How’s that “generational” 2021 rookie QB class looking so far? Generational certainly, though not in the way we’d hoped.
Of the five signal-callers taken in the first round of the 2021 NFL Draft, four have had starting opportunities. Trevor Lawrence, Zach Wilson, Justin Fields, and Mac Jones have a combined completion percentage of 57.4% — nearly 10 points below the league average. Their total QBR is a mere 26.4. It’s not like one particularly bad rookie is pulling the average down. They rank 21st, 30th, 31st, and 32nd in QBR. Lawrence, Wilson, and Jones account for more than 23% of the league’s interceptions thus far, and Wilson and Fields account for almost 12% of the sacks.
Obviously, we’re still very early on in this season and these rookie QB’s careers. There’s also a reason their teams were selecting at the top of the draft. The time to pass final judgement is still far off, but none at this point are on track to replicate a Kyler Murray or Justin Herbert rookie season.
Instead of calling it a career for any of these guys, let’s simply take a look at where each of them is at and why they’re struggling to meet expectations.
Justin Fields, Chicago Bears
Let’s get the ugliest stats out of the way first.
Justin Fields could not have had a much worse first NFL start. Against the Cleveland Browns in week three, Fields was 6/20 for 68 yards and three rushing attempts for 12 yards. He faced a steep uphill battle from the start of the game. Fields’ targeted wide receivers averaged a league-worst 1.3 yards of separation and 45% of his pass attempts were into tight windows (the highest of any team in a game since 2019).
Matt Nagy and the Chicago Bears also put out what was widely considered to be the worst offensive game plan in recent memory. Against the likes of Myles Garrett and Jadeveon Clowney, the Bears had only five pass blockers 67% of the time. Without sufficient protection, Fields was sacked nine times. No effort was made to help Fields escape the pressure either, as Chicago only ran three passing plays outside of the pocket. Talk about throwing him in the deep end.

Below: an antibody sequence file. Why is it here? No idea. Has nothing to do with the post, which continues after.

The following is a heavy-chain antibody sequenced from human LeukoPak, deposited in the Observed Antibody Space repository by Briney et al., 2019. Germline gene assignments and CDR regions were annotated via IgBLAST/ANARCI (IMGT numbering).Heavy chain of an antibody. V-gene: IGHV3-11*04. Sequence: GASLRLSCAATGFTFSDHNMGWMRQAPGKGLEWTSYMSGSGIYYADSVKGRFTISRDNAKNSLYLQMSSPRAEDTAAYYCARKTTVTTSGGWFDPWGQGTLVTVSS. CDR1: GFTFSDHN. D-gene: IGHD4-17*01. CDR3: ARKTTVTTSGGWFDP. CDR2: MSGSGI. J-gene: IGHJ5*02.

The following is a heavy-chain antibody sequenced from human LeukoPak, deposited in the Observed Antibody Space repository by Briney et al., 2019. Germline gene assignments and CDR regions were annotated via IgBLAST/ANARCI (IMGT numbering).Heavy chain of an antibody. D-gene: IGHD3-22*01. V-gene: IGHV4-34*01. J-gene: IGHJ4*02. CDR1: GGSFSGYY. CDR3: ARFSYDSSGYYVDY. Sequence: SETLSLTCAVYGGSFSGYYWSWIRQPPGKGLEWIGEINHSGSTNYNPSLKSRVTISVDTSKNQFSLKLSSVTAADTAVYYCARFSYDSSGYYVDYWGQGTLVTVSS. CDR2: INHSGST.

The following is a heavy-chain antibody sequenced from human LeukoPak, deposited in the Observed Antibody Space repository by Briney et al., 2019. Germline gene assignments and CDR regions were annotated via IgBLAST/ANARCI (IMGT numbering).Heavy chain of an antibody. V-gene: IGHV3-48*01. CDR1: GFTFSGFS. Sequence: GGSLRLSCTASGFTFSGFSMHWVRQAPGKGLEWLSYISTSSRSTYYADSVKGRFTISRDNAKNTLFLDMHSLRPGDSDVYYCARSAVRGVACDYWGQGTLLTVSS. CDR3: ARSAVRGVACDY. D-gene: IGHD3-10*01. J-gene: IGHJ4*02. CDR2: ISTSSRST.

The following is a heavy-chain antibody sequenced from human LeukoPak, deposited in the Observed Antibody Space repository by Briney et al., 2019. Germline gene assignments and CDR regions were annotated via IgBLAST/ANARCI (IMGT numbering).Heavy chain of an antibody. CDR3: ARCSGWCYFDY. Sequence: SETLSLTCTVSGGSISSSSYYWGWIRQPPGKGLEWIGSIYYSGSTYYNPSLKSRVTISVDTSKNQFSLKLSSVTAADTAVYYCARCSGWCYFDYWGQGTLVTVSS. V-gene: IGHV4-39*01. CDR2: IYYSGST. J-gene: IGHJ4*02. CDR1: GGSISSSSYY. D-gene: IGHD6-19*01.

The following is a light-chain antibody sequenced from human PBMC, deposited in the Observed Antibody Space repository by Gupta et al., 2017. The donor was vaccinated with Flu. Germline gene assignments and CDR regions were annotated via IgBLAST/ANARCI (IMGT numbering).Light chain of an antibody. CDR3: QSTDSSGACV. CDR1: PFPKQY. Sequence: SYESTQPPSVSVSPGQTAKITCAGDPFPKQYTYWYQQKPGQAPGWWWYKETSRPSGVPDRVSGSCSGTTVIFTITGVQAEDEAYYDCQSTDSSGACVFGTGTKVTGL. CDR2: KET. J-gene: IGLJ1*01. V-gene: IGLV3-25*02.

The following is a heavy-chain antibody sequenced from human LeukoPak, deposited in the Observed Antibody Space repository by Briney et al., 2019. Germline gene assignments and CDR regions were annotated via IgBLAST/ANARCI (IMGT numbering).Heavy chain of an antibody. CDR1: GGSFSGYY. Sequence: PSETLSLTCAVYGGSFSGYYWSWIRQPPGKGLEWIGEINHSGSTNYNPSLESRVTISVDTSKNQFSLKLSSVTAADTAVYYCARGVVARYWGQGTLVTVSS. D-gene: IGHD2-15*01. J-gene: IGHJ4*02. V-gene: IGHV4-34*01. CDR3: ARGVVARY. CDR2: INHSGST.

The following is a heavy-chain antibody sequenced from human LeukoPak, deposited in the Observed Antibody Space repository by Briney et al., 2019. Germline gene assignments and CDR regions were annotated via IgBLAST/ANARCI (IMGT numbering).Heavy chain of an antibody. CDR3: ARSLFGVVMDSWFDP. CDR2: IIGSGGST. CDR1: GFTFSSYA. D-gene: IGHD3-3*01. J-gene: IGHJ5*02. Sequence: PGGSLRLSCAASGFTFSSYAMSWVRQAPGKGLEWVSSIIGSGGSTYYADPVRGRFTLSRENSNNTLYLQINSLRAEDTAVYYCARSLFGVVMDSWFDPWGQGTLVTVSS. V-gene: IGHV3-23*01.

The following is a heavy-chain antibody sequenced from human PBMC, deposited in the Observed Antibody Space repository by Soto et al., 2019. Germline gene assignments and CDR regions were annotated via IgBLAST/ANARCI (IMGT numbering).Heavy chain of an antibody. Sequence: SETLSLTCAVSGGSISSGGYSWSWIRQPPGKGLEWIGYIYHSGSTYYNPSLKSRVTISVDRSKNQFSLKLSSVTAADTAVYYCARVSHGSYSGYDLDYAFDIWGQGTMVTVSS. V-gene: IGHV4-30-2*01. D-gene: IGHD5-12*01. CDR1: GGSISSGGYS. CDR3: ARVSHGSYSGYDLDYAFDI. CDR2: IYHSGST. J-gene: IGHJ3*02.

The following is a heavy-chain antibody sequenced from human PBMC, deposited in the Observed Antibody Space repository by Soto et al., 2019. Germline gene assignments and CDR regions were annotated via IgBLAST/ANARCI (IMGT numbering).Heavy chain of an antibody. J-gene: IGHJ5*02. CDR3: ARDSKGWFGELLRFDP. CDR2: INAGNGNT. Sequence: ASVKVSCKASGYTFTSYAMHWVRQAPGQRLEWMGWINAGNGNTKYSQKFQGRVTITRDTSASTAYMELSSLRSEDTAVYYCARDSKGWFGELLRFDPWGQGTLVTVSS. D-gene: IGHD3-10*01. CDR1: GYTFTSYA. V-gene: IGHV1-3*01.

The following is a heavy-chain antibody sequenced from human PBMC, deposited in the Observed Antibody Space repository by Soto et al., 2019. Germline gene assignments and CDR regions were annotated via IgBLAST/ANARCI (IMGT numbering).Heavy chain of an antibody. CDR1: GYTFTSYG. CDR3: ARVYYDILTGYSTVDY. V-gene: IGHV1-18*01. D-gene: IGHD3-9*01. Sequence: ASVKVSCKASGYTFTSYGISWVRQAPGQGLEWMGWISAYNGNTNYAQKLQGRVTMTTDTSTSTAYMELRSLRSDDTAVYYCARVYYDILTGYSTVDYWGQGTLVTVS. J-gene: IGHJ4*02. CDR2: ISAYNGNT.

Fields’ overall stats aren’t much better, though he didn’t see many snaps until starter Andy Dalton got injured. His overall completion percentage is 40, with 138 yards, zero touchdowns, one interception, and 7.0 QBR. On the ground, he has 14 carries for 46 yards and one touchdown. The good news for Fields is that it can’t get much more difficult. So much of what was wrong for Chicago’s offense in his first start was out of his control and made him look worse than he is. Given the unique challenges of the game and his smaller than average sample size, I don’t think we’ve seen enough of Fields to make any meaningful comments on his ceiling or floor. The biggest variable for him, unfortunately, is whether Nagy can figure out how to use him.
Zach Wilson, New York Jets
Zach Wilson, like Fields and most of these rookie QBs, isn’t working with much. However, Wilson has two more games of tape than Fields, and it doesn’t help his case. Wilson is completing 55.2% of passing attempts for 628 yards, two touchdowns, and a league-high seven interceptions. His 21.9 QBR is 31st in the league.
Wilson is not the only rookie leader in New York, though. Head coach Robert Saleh and offensive coordinator Mike Lafleur are also in their first years in their roles and are attempting to implement a new offense of the Shanahan variety. That implementation hasn’t been so smooth. The Jets have not established an efficient running game and Wilson holds the league’s worst QBR on play-action at 12.4. At the root of these issues is the struggling offensive line, who lost left tackle Mekhi Becton to IR and has allowed the most sacks in the league (15) and second-most hurries (18). When Wilson can get the ball out, it’s often dropped. The Jets hold the fourth worst drop percentage in the NFL, per Pro Football Reference.
Largely due to these problems with scheme, Wilson is forcing the ball downfield. Because he doesn’t have receivers open in the middle of the field, he seems to always have his eyes on the big play rather than the safe option. This has led to some pretty ugly interceptions, like his fourth against the Patriots in which he inexplicably split two downfield receivers with the ball. He also can’t completely blame his line for the pressure he’s facing. According to Next Gen Stats, Wilson leads the league in sacks that took more than 4.5 seconds from snap to tackle, with eight.
Again, the Jets are the Jets are the Jets. Wilson is not the reason they lose games. But he’s also not explosive enough at this point to give them a shot. The physical traits and the arm are there for Wilson and if he can get help so that the game slows down for him, we’ll see his true potential.
Trevor Lawrence, Jacksonville Jaguars